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The Phoenix

The Geography of Myths: Tracking the Phoenix throughout the World



A artist's digital image of a phoenix rising from the ashes.

Getty Images/James Porto
Each culture has its own myths, tall-tales, and legends. At first sight, the differences between cultures as one travels from place to place seem abundant. People dress differently, speak different languages and worship different deities. Surprisingly, most human societies, despite vast geographic differences, share common threads in their myths and legends one prominent example is the legend of the phoenix.

Like many other components of culture, the main schisms of the myth of the phoenix are between the Eastern and Western world. Today, the phoenix is even more popular today thanks to Harry Potter. As such, it is the story of a mythical bird that lives for centuries and ends its life by bursting into flame followed by rising anew from its ashes. The story of the phoenix is a story that resonates strongly with the human story, which is likely why this mythical bird appears in so many diverse cultures.

The Western Phoenix

Centuries before Harry Potter, the phoenix was made popular in the Western world by the Greeks, who spoke highly of the phoenix's magical and healing powers. Greek and Roman legend told of a bird of brilliant red plumage that emitted pure sunlight and could live for centuries. It would spend its years in Arabia, and upon reaching the end of its lifetime it would fly to Egypt, and build a nest of spices atop the Temple of the Sun. The sun would ignite the nest, engulfing the bird in its flames and leaving behind a new bird to begin the next lifecycle. The new phoenix would then encase its parent's ashes in an egg of myrrh, a spice used to anoint corpses, and transport it to the altar of the sun god.

The Greeks were known to prescribe phoenix ashes to treat medical ailments while the Romans took advantage of the legend and used the phoenix's image on their coins as propaganda. They likened the phoenix's tale of immortality to the longevity of the Roman Empire. Various highly-regarded Christians held the legend of the phoenix in high esteem. Pope St. Clement used the legend of the phoenix to explain Jesus's resurrection, and ties to resurrection after death made the phoenix a popular image on Christian tombstones.

In the Bible, Job 29:18, Job explains that he will multiply his days like "Khol", which means both sand and phoenix in Hebrew and thus leads to some confusion in translation. In Jewish tradition, the phoenix, called khol or milcham, was rewarded with immortal life for being the only creature in the Garden of Eden to refuse the forbidden fruit.

The Eastern Phoenix

In Slavic folklore, the phoenix appears in tall trees as various forms of fire-birds that are known to grant wishes or save the lives of humans in peril. One variation of the legend is the tale of Finist the Bright Falcon. Finist was able to transform between man and bird and whose magical feathers could grant wishes. In the Legend of Finist the Bright Falcon, Finist falls in love with a young maiden and gives her a feather to grant her wishes and a flower to beckon him.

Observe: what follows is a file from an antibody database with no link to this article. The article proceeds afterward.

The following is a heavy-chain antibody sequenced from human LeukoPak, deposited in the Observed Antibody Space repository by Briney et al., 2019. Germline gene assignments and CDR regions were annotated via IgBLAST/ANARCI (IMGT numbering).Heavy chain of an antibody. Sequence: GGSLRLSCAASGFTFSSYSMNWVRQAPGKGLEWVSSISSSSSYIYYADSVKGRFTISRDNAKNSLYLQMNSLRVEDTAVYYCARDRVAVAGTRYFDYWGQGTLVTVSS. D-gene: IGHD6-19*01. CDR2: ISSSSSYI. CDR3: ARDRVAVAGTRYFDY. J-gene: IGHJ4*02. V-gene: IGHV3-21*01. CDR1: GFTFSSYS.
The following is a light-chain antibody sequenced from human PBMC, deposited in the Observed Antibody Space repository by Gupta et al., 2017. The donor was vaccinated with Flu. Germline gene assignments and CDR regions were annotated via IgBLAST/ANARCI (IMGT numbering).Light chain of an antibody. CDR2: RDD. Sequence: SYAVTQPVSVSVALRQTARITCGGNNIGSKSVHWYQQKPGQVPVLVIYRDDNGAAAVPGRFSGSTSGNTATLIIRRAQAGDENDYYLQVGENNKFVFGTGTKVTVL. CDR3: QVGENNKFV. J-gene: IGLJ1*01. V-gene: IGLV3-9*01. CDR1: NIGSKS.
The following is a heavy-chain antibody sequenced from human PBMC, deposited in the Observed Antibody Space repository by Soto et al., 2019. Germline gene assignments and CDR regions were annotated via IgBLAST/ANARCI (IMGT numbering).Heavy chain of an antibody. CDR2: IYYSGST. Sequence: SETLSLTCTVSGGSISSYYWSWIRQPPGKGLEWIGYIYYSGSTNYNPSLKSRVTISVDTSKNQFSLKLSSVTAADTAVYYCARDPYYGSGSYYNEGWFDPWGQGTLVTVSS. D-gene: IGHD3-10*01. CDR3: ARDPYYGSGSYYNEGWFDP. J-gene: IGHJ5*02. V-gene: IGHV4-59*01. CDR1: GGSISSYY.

The phoenix is known as the Feng Huang in China. This phoenix was one of the four sacred animals (along with the dragon, tortoise, and unicorn) who helped create the world. Wife to the dragon, Feng Huang represented good luck, balance, and eternal love between a man and wife. Feng Huang controlled all birds and is often depicted with a bevy of small birds following as attendants, and was also a symbol for ying and yang, another popular motif in Asian cultures. Curiously, some accounts of the Feng Huang report that this bird was actually two separate birds or that it has three legs.

Similar to the Chinese Feng Huang, the Vietnamese Phoung was often used as an emblem for queens of the region, as it was a symbol for grace, pride, and nobility. The Phoung was said to be an immense bird whose song made up the five basic tones of the traditional music scale. This phoenix was described as a mismatch of animal parts, including the back of a tortoise and the tail of a fish. The Phoung had the super natural ability to fly over immense distances very quickly, and was known only to rest in very tall trees or mountains.

Unlike Western phoenix legends, Eastern phoenixes are portrayed as being truly immortal, never dying and thus never rising up from its ashes. Both Western and Eastern phoenixes are revered for the qualities and traits they symbolize, although in the West, the legend of the phoenix is often tied to political or religious motives. Despite the differences in each variation of the phoenix legend, it is clear that this myth is one centered on longevity, renewal and most importantly hope.

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